THE GOCHISO GOURMET: Green with envy?


columnist-logo_ryantatsumoto_FINALMy local Marukai Wholesale Mart recently had a sale on all-things matcha. Matcha? Is that some local Hawaiian product? No, matcha is basically green tea leaves that are refined to the nth degree. For starters, the plants that produce matcha aren’t cultivated like your basic green tea plants (Camellia sinensis). Instead, they are shaded from direct sunlight for about three weeks leading up to the harvest so that the plants upregulate their production of chlorophyll, which results in darker green leaves. This shade-grown tea also increases its production of amino acids, specifically theanine.

Once absorbed by the intestinal tract, theanine is hydrolyzed to glutamate — yes, the same glutamate that’s associated with the umami taste sensation. Only the youngest leaves are harvested, with the ribs and veins removed further refining the tea leaves go into the production of matcha. And unlike your basic green tea leaves that are either packaged in tea bags or loose leaf tea, matcha is powdered so you simply wisk it into hot water for your final beverage.

Is this matcha the same tea in my canned tea or Lipton tea bags? Not even by a long-shot. The finely powdered matcha is usually reserved for formal Japanese tea ceremonies where it is whipped with a bamboo wisk or chasen and served alongside a traditional Japanese sweet or wagashi. You do occasionally find matcha used in a fancy cocktail mainly to obtain that vivid green hue … or so I thought.

Assorted matcha sweets. photo by Ryan Tatsumoto

I Scream, You Scream …
Beyond tea ceremonies and the occasional libation, I never was aware that matcha was found in so many other products … namely sweets, especially since it does have a slightly bitter edge — well, it is tea. So naturally, I had to purchase some of these sweets just to see what all the fuss over matcha laced products was and whether they actually tasted good …

So in the name of science, I selected several items just so you don’t have to elevate your blood sugar or possibly suffer any culinary PTSD or Post Taste Stress Disorder.

Noko Ujimatcha Brownie
I noticed the unmistakable nose of green tea with a pleasing balance of sweet and tea bitterness with little chocolate nibs. The crunchy chocolate bits helped balance the unmistakable green tea flavors.

Matcha Caramel
This has just a hint of green tea flavor that could be overlooked in a blind tasting.

Oreo Bits Sandwiches
Overwhelmed by the chocolate cookie — there’s no real discernable tea flavor here.

Otona Pakkuncho Koi Matcha
These are crispy, bite-sized cookies with great green tea flavor within. They offer a nice light cookie with balanced green tea flavors.

Elise Uji Matcha Cream Wafers
Though these are all green, the initial cookie crunch is just like your average flaky wafer, but the crème filling eventually gives you that green tea flavor.

Pocky Kasane Matcha
Green tea flavor all the way. It’s like a light pretzel coated in green tea!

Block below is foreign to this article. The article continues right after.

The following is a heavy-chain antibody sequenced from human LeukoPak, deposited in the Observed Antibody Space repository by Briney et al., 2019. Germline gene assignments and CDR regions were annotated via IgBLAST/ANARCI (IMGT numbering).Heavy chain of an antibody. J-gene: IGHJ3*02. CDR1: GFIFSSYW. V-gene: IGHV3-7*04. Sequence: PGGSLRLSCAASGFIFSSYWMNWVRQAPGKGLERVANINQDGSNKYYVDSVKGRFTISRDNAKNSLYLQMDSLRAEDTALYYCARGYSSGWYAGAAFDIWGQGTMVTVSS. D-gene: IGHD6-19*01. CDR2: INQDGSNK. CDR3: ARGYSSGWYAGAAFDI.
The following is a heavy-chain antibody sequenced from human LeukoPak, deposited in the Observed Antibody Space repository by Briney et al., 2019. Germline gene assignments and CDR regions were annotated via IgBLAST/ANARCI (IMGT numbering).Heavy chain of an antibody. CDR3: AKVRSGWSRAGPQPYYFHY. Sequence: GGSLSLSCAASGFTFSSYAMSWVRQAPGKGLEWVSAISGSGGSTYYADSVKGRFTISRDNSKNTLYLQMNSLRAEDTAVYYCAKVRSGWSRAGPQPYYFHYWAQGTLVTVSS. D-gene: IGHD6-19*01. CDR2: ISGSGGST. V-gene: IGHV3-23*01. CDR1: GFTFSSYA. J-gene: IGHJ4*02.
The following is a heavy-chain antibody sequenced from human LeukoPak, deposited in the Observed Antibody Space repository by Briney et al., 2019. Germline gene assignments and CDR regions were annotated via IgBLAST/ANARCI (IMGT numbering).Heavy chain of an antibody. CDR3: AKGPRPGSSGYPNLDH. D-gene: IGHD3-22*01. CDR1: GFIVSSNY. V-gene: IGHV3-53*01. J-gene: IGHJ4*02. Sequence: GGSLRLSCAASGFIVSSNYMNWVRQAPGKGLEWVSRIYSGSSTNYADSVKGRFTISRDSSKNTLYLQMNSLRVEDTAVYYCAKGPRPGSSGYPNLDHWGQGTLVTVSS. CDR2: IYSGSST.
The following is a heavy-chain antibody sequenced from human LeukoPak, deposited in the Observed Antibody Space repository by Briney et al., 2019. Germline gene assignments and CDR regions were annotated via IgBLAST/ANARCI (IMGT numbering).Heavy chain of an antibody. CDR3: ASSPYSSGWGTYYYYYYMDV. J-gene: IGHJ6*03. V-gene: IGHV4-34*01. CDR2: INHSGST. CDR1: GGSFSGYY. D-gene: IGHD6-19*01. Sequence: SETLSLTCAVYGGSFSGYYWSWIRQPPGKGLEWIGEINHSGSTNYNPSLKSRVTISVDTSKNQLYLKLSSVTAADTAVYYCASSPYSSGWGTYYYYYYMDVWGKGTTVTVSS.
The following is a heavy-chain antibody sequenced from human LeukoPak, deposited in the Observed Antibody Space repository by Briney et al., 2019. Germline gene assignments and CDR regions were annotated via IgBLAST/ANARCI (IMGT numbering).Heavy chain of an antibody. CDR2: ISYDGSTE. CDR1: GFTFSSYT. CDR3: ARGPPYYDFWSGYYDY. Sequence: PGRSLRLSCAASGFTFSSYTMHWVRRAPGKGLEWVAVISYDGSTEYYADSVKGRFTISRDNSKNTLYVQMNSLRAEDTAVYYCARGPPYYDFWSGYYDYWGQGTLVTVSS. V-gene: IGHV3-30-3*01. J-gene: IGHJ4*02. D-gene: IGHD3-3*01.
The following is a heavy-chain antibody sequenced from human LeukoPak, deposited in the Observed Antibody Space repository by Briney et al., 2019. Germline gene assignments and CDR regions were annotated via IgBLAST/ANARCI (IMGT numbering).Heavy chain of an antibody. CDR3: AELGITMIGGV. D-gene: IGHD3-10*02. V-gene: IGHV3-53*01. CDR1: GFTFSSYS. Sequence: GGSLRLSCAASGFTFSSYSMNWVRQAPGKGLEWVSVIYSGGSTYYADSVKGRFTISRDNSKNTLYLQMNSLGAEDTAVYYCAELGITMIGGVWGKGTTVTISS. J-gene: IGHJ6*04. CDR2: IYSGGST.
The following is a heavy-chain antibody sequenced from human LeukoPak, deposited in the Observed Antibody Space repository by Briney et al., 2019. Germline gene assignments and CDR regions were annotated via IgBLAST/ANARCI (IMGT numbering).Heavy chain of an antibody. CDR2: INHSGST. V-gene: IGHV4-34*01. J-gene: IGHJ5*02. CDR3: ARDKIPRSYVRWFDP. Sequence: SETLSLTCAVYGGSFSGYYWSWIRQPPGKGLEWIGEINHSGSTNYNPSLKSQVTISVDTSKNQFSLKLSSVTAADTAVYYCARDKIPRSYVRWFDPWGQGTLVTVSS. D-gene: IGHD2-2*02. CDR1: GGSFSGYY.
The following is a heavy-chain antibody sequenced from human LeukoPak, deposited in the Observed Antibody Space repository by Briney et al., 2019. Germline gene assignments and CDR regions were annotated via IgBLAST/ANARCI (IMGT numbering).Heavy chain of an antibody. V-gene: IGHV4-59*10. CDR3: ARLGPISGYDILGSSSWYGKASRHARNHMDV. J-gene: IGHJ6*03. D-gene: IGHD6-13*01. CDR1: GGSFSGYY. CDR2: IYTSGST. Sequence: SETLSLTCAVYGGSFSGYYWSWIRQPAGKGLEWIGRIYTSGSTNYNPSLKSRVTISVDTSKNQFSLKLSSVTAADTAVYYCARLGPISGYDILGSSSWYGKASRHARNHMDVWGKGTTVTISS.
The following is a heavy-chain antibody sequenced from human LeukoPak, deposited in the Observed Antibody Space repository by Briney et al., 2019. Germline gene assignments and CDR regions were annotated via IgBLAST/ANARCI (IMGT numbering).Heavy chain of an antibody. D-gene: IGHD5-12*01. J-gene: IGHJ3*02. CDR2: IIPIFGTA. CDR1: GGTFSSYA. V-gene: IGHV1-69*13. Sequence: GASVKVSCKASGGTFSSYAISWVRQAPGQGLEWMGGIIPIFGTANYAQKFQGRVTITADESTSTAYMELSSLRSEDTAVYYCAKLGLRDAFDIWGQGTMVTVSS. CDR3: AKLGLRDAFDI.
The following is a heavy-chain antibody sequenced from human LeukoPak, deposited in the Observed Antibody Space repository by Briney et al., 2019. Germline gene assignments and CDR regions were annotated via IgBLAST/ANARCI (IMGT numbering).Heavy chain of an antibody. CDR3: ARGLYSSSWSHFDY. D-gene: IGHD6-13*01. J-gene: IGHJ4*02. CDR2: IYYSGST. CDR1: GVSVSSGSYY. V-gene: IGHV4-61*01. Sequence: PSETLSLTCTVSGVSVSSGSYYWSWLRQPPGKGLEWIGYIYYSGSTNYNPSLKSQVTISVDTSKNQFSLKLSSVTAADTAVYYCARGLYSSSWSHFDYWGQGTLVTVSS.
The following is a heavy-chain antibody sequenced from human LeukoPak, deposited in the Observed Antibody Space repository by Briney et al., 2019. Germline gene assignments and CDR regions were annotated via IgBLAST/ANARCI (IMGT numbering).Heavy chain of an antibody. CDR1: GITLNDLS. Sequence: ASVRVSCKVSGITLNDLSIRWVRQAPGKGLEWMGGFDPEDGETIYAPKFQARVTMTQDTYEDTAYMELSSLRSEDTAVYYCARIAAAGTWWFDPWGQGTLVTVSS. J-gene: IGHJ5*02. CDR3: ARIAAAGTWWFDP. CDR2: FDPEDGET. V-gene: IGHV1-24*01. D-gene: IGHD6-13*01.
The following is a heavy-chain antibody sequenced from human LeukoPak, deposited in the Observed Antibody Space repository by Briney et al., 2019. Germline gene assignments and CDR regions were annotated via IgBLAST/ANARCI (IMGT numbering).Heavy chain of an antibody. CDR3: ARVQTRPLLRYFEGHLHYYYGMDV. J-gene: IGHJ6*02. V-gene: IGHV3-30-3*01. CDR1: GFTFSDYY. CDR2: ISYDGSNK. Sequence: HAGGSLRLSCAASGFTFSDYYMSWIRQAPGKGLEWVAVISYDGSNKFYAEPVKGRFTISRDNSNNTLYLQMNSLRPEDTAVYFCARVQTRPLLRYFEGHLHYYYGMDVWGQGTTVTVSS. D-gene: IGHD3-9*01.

Assorted Matcha Doraku
These are tree different sweets, though while all three had that green hue, there wasn’t much green tea flavor in the sweets other than the Crunch wafer.

Oreo Chocolate Bar Mini Arabiki Matcha
The bar has a light hint of green tea but it mostly has just a crispy cookie texture.

Milky Gyokuroiri Matcha
Like a green tea caramel. Matcha all the way!

So that was a load of matcha and while some of it was actually very good — the Mrs. and I agreed that the brownie and the Doraku crunch wafer were the best of all the sweets due to their balanced flavors — but there has to be more to matcha than just desserts or a vivid green hue that it imparts to food.

Matcha Wahoo. photo by Ryan Tatsumoto
Matcha Wahoo. photo by Ryan Tatsumoto

The Bay Area’s own Chef Daniel Patterson of Alta CA, Aster, Coi, PB and Haven had this recipe highlighted in Bon Appetit magazine several years ago using matcha as part of a topping for baked halibut. Since halibut hardly is seen in the 50th, I used another local firm white fleshed fish, the wahoo or ono (which translates to delicious in Hawaiian).

Chef Daniel Patterson’s Matcha & Pistachio-Crusted Halibut
1/2 cup raw unsalted pistachios
1 1/2 teaspoons matcha powder
1/2 teaspoon sugar
2 tablespoons dry breadcrumbs
1 tablespoon unsalted butter, melted, plus more for parchment paper
1/2 teaspoon finely grated lemon zest
Kosher salt, freshly ground pepper
4 5-ounce skinless Pacific halibut fillets or other firm-fleshed white fish

Grind toasted pistachios, matcha and sugar in a food processor until the nuts are coarsely chopped, about 15 seconds. Add breadcrumbs, melted butter, and lemon zest; process until combined (but not a paste), about 10 seconds. Season topping to taste with salt and pepper.

Salt and pepper fish then top with 1/4 of the nut mixture and bake at 400 degrees for eight to 10 minutes.

Finally, though I occasionally enjoy a nice cup of freshly brewed green tea, including tea from powdered matcha, I also enjoy adult libations as well, and this is one of my standby libations at Hawai‘i’s own MW Restaurant run by the husband and wife team of Chefs Wade Ueoka and Michelle Karr-Ueoka. A bit of acid, a bit of earthiness with sake and soju to awaken the palate for the impending feast …

Nagai Shima
Matcha (green tea), Kai lemongrass shochu, Tyku soju, Tyku sake, Fresh squeezed lemon and shiso.

So if you’re still green with envy, just select your own matcha laced foods or libations. It’s more than just a beverage for formal tea ceremonies, it also might expand your palate so that you’re also tasting green …

The Gochiso Gourmet is a column on food, wine and healthy eating. Ryan Tatsumoto is a graduate of both the University of Hawai‘i and UC San Francisco. He is a clinical pharmacist during the day and a budding chef/recipe developer/wine taster at night. He writes from Kane‘ohe, HI and can be reached at

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